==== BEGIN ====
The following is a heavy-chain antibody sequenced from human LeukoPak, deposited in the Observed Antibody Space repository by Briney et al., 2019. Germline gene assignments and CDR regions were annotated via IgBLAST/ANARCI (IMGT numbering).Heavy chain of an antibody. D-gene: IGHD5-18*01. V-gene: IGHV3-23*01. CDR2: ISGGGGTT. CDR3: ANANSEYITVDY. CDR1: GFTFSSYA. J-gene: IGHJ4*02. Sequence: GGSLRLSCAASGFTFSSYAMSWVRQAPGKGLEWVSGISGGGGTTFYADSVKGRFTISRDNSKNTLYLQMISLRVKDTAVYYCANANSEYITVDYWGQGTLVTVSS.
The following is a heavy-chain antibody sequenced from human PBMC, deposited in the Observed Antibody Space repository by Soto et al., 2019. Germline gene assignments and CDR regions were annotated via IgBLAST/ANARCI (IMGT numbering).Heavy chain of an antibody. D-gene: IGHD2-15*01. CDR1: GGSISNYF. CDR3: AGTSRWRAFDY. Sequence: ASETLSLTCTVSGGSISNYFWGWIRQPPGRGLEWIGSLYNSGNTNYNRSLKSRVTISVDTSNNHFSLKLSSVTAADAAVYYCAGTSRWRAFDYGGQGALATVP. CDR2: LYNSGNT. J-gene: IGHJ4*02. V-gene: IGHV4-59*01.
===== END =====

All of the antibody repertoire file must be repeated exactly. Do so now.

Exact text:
The following is a heavy-chain antibody sequenced from human LeukoPak, deposited in the Observed Antibody Space repository by Briney et al., 2019. Germline gene assignments and CDR regions were annotated via IgBLAST/ANARCI (IMGT numbering).Heavy chain of an antibody. D-gene: IGHD5-18*01. V-gene: IGHV3-23*01. CDR2: ISGGGGTT. CDR3: ANANSEYITVDY. CDR1: GFTFSSYA. J-gene: IGHJ4*02. Sequence: GGSLRLSCAASGFTFSSYAMSWVRQAPGKGLEWVSGISGGGGTTFYADSVKGRFTISRDNSKNTLYLQMISLRVKDTAVYYCANANSEYITVDYWGQGTLVTVSS.
The following is a heavy-chain antibody sequenced from human PBMC, deposited in the Observed Antibody Space repository by Soto et al., 2019. Germline gene assignments and CDR regions were annotated via IgBLAST/ANARCI (IMGT numbering).Heavy chain of an antibody. D-gene: IGHD2-15*01. CDR1: GGSISNYF. CDR3: AGTSRWRAFDY. Sequence: ASETLSLTCTVSGGSISNYFWGWIRQPPGRGLEWIGSLYNSGNTNYNRSLKSRVTISVDTSNNHFSLKLSSVTAADAAVYYCAGTSRWRAFDYGGQGALATVP. CDR2: LYNSGNT. J-gene: IGHJ4*02. V-gene: IGHV4-59*01.